With these prerequisites, we can introduce the concepts of a formal proof and of a theorem in a logical calculus.

# Definition: Proofs and Theorems in a Logical Calculus

Let $(L,\mathcal A,\mathcal R)$ be logical calculus with $n$ axioms $\mathcal A:=\{a_1,\ldots, a_n\}$ and $r$ rules of inference $$\mathcal R:=\cases{f^{(1)}_1,\ldots,f^{(1)}_{m_{(1)}},\vdash f_1,\\ \vdots\\ f^{(r)}_1,\ldots,f^{(r)}_{m_{(r)}},\vdash f_r.}$$ A formal proof is a chain of strings $\phi_1, \phi_2,\ldots \phi_n\in L$ satisfying the following construction rules:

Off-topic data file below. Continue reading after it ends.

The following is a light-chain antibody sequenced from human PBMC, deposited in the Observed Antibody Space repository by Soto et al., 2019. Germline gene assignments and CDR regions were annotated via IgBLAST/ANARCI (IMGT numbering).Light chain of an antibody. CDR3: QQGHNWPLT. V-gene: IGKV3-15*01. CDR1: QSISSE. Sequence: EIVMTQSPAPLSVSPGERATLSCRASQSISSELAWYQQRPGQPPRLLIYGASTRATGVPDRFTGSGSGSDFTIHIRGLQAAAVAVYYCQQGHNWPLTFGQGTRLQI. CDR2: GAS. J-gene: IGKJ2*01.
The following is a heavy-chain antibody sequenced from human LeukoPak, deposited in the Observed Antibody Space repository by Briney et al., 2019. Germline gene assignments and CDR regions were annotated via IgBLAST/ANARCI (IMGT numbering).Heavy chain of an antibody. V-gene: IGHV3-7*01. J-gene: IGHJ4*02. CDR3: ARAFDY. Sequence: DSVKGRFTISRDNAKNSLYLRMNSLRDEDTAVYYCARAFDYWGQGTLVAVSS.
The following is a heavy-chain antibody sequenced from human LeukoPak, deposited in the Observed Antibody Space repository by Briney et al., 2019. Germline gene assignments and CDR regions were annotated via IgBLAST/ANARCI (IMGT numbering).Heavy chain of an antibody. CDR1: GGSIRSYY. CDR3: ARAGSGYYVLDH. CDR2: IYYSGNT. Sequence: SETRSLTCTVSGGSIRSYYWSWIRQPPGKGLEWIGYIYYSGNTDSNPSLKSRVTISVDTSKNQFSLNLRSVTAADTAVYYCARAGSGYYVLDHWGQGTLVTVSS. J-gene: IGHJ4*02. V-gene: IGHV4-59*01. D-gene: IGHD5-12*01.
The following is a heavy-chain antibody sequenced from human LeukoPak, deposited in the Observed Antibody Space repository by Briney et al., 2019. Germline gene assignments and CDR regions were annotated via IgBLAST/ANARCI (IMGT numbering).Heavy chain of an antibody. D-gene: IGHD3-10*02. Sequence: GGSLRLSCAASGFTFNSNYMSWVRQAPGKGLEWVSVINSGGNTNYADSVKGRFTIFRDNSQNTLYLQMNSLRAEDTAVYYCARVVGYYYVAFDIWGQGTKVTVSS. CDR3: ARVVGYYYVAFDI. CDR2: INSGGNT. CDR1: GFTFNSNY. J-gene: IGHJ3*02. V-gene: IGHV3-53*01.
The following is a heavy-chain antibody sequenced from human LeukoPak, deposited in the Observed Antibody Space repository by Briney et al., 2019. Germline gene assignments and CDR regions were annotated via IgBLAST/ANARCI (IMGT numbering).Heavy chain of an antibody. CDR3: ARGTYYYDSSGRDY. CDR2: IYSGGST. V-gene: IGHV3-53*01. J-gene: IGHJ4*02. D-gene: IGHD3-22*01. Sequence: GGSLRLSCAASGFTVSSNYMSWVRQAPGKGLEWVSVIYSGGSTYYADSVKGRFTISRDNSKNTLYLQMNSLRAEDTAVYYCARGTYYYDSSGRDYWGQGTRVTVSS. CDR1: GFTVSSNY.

• $\phi_i$ is an axiom for some $i\in\{1,\ldots,n\}$, or
• there is a rule of inference such that $f^{(j)}_1,\ldots,f^{(j)}_{m_{(j)}},\vdash \phi_j$ for some $j\in\{1,\ldots,r\}.$

The last string $\phi_n$ is called a theorem.

Chapters: 1
Definitions: 2

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### References

#### Bibliography

1. Hoffmann, Dirk W.: "Grenzen der Mathematik - Eine Reise durch die Kerngebiete der mathematischen Logik", Spektrum Akademischer Verlag, 2011
2. Beierle, C.; Kern-Isberner, G.: "Methoden wissensbasierter Systeme", Vieweg, 2000